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Confusion over reallocation of St Benet’s students

Suzanne Antelme reports on the confused handling of the students.

Students from St Benet’s Hall have been reallocated to other colleges and Permanent Private Halls (PPHs) across the University. 

The Hall announced on 2nd June that it had to vacate its premises by 7th October as the buildings had been placed on the market by Ampleforth Abbey Trust (AAT). This followed the University’s decision on 9th May not to renew St Benet’s teaching license because it judged the PPH financially unsustainable. Involving over 70 students, this is the largest inter-college redistribution of students in Oxford’s modern history.

All students of St Benet’s Hall with one or more years of study remaining were told on 5th July where they had been reallocated, although the exact mechanics of the reallocation process remain unclear. Samuel Kenny, the Hall’s JCR Secretary, told Cherwell that the University essentially sent out an “SOS to all the colleges”, listing the number of students, their course and year of study.

Kenny criticised the University for failing to adequately communicate to students what was happening to them, claiming that “at one point emails weren’t being replied to” and labelling University communication “very limited … [and] very stressful” . Mikyle Ossman, a second year student who has been reallocated to Christ Church, told Cherwell he thought the reallocation process was “as fair as getting pooled”. But he echoed Kenny’s criticism of the University’s communication: “We weren’t really told anything. […] Anything we did find out was through back channels or hearsay.”

Cherwell spoke to a student who appealed their reallocation but had their appeal denied. They knew of a few other students who had tried to appeal but none who had succeeded. It was hard to lodge an appeal because it was not made clear on what grounds an appeal could be made: “[The University] didn’t really tell you how to appeal, that wasn’t something that was communicated until people asked. […] I don’t think a lot of people even knew about the fact that it was an option. […] They’ve been so unhelpful, it’s really disappointing.” A University spokesperson told Cherwell it had “worked hard to account for individual student’s welfare needs” and was “confident that all continuing students will continue to enjoy a high quality of education”.

Students can also apply for migration, which is a longstanding mechanism separate from the reallocation process which allows students at the University to apply to change colleges. Cherwell is aware of at least two reallocated students successfully applying for migration, both after being reallocated to Regent’s Park College. A significant proportion of students – 29 out of over 60 undergraduates – were reallocated to Regent’s, also a PPH.

Elizabeth Crawford, Interim Principal at Regent’s, told Cherwell: “Regent’s was approached because of the overlap of subjects taught in each College and pre-existing arrangements for collaboration. […] We were informed that there was a strong preference amongst St Benet’s students [to remain together]. […] There have been two recent [migrations], both of which meet the Collegiate rules … for a ‘compelling’ reason. […] We were surprised to hear that there was some prevailing misperception amongst some students at St Benet’s that Regent’s Park was as fragile an institution as St Benet’s. […] It is a matter of public record that Regent’s Park owns its own buildings … is completely debt-free, has an endowment of nearly £8 [million], and is currently running a surplus. […] Regent’s Park College is delighted to welcome our new students and is fully committed to giving them a good student experience.”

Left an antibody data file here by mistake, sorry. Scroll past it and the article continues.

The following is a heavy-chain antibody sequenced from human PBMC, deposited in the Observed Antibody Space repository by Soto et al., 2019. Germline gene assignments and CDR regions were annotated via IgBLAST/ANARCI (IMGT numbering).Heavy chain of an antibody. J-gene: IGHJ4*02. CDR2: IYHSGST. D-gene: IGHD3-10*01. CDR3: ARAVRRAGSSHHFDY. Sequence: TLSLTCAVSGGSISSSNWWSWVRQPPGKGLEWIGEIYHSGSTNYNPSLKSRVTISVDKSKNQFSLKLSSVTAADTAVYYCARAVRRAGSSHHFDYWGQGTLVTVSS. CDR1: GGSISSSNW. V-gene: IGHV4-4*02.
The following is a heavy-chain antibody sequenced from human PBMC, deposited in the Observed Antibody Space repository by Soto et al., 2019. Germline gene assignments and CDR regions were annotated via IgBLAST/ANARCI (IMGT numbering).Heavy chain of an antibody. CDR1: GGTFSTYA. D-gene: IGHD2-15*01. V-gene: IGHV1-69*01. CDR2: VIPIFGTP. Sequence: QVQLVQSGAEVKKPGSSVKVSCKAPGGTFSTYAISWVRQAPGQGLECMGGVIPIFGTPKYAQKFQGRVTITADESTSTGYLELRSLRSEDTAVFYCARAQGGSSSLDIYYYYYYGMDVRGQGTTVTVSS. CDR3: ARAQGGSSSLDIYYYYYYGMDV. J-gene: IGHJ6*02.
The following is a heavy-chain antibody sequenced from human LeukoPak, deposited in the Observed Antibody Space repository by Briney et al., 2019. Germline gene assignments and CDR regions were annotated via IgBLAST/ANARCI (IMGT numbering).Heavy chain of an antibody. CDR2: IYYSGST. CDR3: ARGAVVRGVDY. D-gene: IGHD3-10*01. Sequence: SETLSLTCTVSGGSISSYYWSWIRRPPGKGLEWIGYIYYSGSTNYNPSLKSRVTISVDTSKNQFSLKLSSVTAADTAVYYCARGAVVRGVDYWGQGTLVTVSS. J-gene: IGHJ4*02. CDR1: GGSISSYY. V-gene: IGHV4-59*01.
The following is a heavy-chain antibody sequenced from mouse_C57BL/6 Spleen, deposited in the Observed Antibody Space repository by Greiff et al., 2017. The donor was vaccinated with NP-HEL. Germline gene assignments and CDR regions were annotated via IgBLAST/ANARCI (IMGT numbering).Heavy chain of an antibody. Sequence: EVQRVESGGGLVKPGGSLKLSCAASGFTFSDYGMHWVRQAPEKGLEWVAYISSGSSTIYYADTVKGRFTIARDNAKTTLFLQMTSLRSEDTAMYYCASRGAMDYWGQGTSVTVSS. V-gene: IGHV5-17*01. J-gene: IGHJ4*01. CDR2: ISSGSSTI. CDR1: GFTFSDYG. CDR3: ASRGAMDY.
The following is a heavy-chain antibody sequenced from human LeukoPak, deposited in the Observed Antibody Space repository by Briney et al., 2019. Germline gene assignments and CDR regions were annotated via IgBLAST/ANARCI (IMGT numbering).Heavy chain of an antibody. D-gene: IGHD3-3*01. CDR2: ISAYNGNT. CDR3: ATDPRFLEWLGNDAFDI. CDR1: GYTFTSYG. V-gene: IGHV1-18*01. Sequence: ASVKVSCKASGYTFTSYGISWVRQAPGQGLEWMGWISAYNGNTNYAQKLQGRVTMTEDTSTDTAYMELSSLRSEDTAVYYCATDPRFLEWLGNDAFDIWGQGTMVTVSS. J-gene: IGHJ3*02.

Both students who migrated from Regent’s were apparently Classics students. Kenny told Cherwell he was concerned for Classicists reallocated from St Benet’s to Regent’s as normally the latter only takes one or two Classics students whereas with the reallocated students there would now be between six to eight Classicists starting their second year at Regent’s. It is also alleged that Regent’s plan to phase out the course. A student studying Classics at Regent’s told Cherwell that this was “deeply disappointing”.

Housing was another key issue. Kenny had expected to live-in at St Benet’s this year but discovered after he was reallocated to Regent’s that they had no available college accommodation. The University wanted to put him in graduate accommodation for £713 per month on a ten month contract, quite different to the St Benet’s accommodation he had budgeted for which operated on a term-time contract. Kenny managed to arrange to live-out at the last minute, but said he finds it “utterly ludicrous” that the University reallocated students to colleges that could not house them. Another student in a similar situation was unable to arrange to live-out at such short notice. Initially the University offered them graduate accommodation that was “very much” out of their budget and gave them only a week to confirm. After several students emailed to complain about the price, the University adjusted their offer to match what students had expected to pay at St Benet’s.

While relieved that the prices had been adjusted, the student thought the University had paid little attention to how the accommodation arrangement would impact student welfare: “This has just added extra stress on top of changes to social and academic life going into final year which will not only affect my wellbeing but also academic performance.”

Image Credit: Janet McKnight/CC BY 2.0

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